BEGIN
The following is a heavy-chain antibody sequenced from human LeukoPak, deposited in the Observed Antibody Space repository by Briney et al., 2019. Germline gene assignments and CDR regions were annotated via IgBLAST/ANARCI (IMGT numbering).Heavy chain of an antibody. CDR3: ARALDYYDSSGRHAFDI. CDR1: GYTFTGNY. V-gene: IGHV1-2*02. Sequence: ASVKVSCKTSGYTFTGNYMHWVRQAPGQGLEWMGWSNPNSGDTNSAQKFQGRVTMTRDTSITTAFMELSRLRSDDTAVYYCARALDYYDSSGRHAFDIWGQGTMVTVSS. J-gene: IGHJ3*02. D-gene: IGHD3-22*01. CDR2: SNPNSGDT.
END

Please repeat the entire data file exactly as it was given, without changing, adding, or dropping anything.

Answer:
The following is a heavy-chain antibody sequenced from human LeukoPak, deposited in the Observed Antibody Space repository by Briney et al., 2019. Germline gene assignments and CDR regions were annotated via IgBLAST/ANARCI (IMGT numbering).Heavy chain of an antibody. CDR3: ARALDYYDSSGRHAFDI. CDR1: GYTFTGNY. V-gene: IGHV1-2*02. Sequence: ASVKVSCKTSGYTFTGNYMHWVRQAPGQGLEWMGWSNPNSGDTNSAQKFQGRVTMTRDTSITTAFMELSRLRSDDTAVYYCARALDYYDSSGRHAFDIWGQGTMVTVSS. J-gene: IGHJ3*02. D-gene: IGHD3-22*01. CDR2: SNPNSGDT.